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Need Some Help...

aplunkett6789

Member
Member
Hey guys,

Sorry if this is redundant, but I can't seem to find anything... maybe you could paste some links (or at least show me how to navigate to find what I need)?

My C10 rides like it has NO suspension. When I brake, I notice I feel a LOT of the road through the forks - almost like it's bouncy, but hard (if that makes sense).

Seems the suspension has no shock absorption at all. It's got 46K, but I was under the impression the previous owner maintained it well.

How do I check fork preload/rear shock preload/etc? I've never done it before.

What is that "knob" next to the schrader valve for my rear shock, and where/how should it be set?

How do I know my forks don't need to be rebuilt/new oil?

What's a fork brace do?

How do I check my head stem bearings?

What is the best tire pressure to run front & rear (I'm 250 pounds and it's just me riding).

On other forums, I've seen these great write-ups with pics and such (basically a step-by-step), but am having a heck of a time finding anything here... lol

Thanks, everyone!
 

Konehead34

Member
Member
Have u checked the c10 tech area. As a member u ha e access to the tech library. Go to the main menu, go to the tech library for the c10. Scroll down to the suspension area.
 

Cra-z1000

Member
Member
Hey guys,

Sorry if this is redundant, but I can't seem to find anything... maybe you could paste some links (or at least show me how to navigate to find what I need)?

My C10 rides like it has NO suspension. When I brake, I notice I feel a LOT of the road through the forks - almost like it's bouncy, but hard (if that makes sense).

Seems the suspension has no shock absorption at all. It's got 46K, but I was under the impression the previous owner maintained it well.

How do I check fork preload/rear shock preload/etc? I've never done it before.

What is that "knob" next to the schrader valve for my rear shock, and where/how should it be set?

How do I know my forks don't need to be rebuilt/new oil?

What's a fork brace do?

How do I check my head stem bearings?

What is the best tire pressure to run front & rear (I'm 250 pounds and it's just me riding).

On other forums, I've seen these great write-ups with pics and such (basically a step-by-step), but am having a heck of a time finding anything here... lol

Thanks, everyone!

What year is your bike ? The early models (86-94)have air forks (max pressure 7 lbs). The rear air shock holds 50 lbs max air pressure .I run mine at 35 or so with just me and a few lbs in each bag . The knob by the rear shock is to set the dampening . You will need to play with it and set it where you like . Mine is normally on the 3 setting . Use a small hand pump on the air shocks as it can blow the seals with a compressor . Sounds like there may be 0 pressure in the shocks so start there .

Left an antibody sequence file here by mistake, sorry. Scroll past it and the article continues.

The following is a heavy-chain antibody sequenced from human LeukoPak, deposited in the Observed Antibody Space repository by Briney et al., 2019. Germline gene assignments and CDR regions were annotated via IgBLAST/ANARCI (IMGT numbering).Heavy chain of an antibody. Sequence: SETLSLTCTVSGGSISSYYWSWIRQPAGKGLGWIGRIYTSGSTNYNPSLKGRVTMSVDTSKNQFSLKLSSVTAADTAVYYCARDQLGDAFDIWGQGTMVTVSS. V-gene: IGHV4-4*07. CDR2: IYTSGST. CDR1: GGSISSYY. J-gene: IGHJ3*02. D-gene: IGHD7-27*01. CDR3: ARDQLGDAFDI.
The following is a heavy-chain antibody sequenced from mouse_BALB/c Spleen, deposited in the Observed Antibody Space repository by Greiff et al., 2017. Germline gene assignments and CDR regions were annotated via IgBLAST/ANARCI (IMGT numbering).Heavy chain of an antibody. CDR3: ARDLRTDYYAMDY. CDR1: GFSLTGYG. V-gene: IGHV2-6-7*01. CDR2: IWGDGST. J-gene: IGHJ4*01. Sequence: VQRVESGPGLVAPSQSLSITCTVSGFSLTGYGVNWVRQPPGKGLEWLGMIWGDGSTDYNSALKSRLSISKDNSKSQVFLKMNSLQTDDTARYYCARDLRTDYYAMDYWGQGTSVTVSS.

Tire pressure should be about 40 up front and 42 rear .
 

bpdutton

Member
Member
I'm glad to see you've decided to keep your bike and work out the issues. Based on your previous posts, you have an '06. I have an '02 with 53k miles on it and I also weigh 250lbs and it's just me riding. I keep the rear shock air pressure at 30lbs and set the rebound to 3 like Cra-z1000. I did a rebuild of my rear shock last fall using Murph's kit, and it definitely made a difference. It wasn't that hard to do - the kit has all the instructions. You should also lubricate the rear shock linkage while you are working down there - just need a grease gun.

As far as the front suspension goes, you've got to change the fork oil. Who knows what kind of saki the previous owner has in there and how long ago it was changed. If you don't have a service manual, get one. A fork oil change is not that hard to do either. When you change the oil, you should remove the front springs from the fork tubes and measure them to make sure they are still within spec. Mine were OK so I didn't replace them, but lots of people do. I can tell you changing the fluid makes a HUGE difference. Pretty sure I used 15wt fork oil. Murph's has a kit for this as well with great instructions.

I run the same tire pressures as Cra-z1000.

As far as checking the front steering head bearing, check the tech pages. Pretty sure there is a write-up there. (Winter 2006-2007 Concourier in the tech pages has a full write up on steering head bearing maintenance.) A quick easy check is supporting the front of the bike so that the front wheel is off the ground. Turn the bars left to right to make sure it's smooth. When turning left and right, the bars should need just the slightest pressure to get them to turn. They should not just fall to one side or the other. There should also be no play or clunking when lifting up and down on the bars.

Don't even consider a fork brace at this point. Get the routine maintenance done first.

Good luck.
 
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connie_rider

Member
Member
AP, The C-10 has notoriously weak front springs. At 250 lbs your probably bottoming out the front suspension during braking.
First thing you should do is, screw the front pre-load adjusters in.
(They can be screwed in approx. 1"), and (for now) I suggest you use all the adjustment.
This will raise the front of the bike.
After the adjustment, you should have less brake dive, and the bottoming out/road feel will improve.
NOTE: Front springs are needed to get the most improvement.
** There is a way to improve the springs for free, but a bit of work and suspension knowledge is required.

To check your front damping, set on the bike and bounce the front end up and down.